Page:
Purple Panzer does almost all of his work in Visual Basic.
My advice to you would be, since you are familiar with BZEdit, use that to deign the overall shape and playability of the map, then use a 3D editor to apply eye candy.
Using modeltool to convert obj to bzw (including drawinfo) is not difficult at all. Which means any editor that will export as obj format is fine, which is almost all of them. many won't import obj though.
Wings3D is free, open source, definitely easiest, has everything you'll need for BZ, and it does export directly to bzw. Do the house tutorial here, takes about 90 minutes and you'll have about 90 percent of the knowledge you'll need. You don't need the hand tutorial for BZ. Adding textures can come later. http://www.wings3d.com/?page_id=676
I suggest you do your hand-editing an a separate file which has an include statement referencing the 3D file. Load the hand-edited file into bzfs, and that file loads the mesh file. Once a mesh is complete, paste it into the first file and move to the next mesh.
The biggest difficulty is combining mesh objects and bzw-style objects, and you wind up with what is sometimes called "the floating point bug", where tanks can't drive from object-to-object and looking at the numbers it sure looks like that thing should be drivable.
It's super-frustrating when the same object works fine on your computer, but when you bring players in, someone else's CPU computes the decimals slightly differently, so it's not drivable for them. The tops of all boxes must be perfectly flat, and what looks like perfect when you look at the numbers is not always perfect when out in the wild. _maxBumpHeight does not help. This will drive you nuts.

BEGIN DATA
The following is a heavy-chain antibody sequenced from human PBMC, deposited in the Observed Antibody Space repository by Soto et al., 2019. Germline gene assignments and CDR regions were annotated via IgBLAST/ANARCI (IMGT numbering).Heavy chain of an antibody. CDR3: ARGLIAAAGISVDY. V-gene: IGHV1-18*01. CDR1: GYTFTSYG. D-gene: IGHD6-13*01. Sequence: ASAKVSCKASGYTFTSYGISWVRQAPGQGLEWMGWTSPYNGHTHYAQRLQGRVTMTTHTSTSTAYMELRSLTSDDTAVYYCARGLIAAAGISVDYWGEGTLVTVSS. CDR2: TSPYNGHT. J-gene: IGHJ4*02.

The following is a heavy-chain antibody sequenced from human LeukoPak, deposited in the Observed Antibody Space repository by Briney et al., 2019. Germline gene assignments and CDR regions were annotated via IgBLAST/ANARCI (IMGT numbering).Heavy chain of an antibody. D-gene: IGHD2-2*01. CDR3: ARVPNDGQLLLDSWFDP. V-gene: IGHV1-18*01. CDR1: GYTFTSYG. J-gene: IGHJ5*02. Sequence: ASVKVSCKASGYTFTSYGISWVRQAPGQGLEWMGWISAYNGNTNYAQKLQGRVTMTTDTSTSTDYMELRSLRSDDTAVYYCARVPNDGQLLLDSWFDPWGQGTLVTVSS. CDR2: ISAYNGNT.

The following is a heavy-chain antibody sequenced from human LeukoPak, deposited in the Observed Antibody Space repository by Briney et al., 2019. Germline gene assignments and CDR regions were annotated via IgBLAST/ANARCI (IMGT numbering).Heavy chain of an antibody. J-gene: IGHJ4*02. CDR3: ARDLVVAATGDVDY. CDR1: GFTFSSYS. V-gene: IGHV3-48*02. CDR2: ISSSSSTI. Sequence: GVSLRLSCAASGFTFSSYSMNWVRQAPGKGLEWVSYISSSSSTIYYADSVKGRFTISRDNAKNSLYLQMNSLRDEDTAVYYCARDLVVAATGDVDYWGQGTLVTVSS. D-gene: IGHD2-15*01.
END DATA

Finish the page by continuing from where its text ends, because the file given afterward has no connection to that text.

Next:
My method is:
Build the map in bzw, being sure to test the tops of all blocks to be sure they are drivable. Especially around bases.
Convert to obj using /saveworld -o
Apply an invisible texture to the entire bzw map. (modeltool has a bounding function to do this automatically when converting drawinfo, but I never use it, because my model usually has small errors.)
Load the obj file into your editor and apply all the eye candy you could ever want in the 3D editor, export as obj and convert to drawinfo using modeltool.
Once the eye candy is complete, add the mesh to the invisible bzw object, inside a define.
Drawinfo displays much faster and smoother. Small errors in the mesh don't matter because drawinfo doesn't interact with collision detection. You don't end up with extremely hard to fix single-point errors in the mesh because the bzw-type objects are exclusively used in collision detection.
Occlusion and collision detection is what makes maps seem choppy in play.
Another trick I use is (once the bzw is converted and loaded into the editor) I will move objects to point 0 0 0, apply the eye candy, then export back to bzw, and use shift in a group to move them around. Especially if the same object is used in several places. You only have to apply the eye candy once, and the bzw-style object you originally made, tells you exactly where to shift it.
There's a lot of cut and paste, but what you end up with looks like this...
shift 50 50 0
size 10 10 10
pos 0 0 0 (this was originally 50 50 0, change when you add shift in the group)
# invisible material removes item from display, but not collision detection
color 0 0 0 0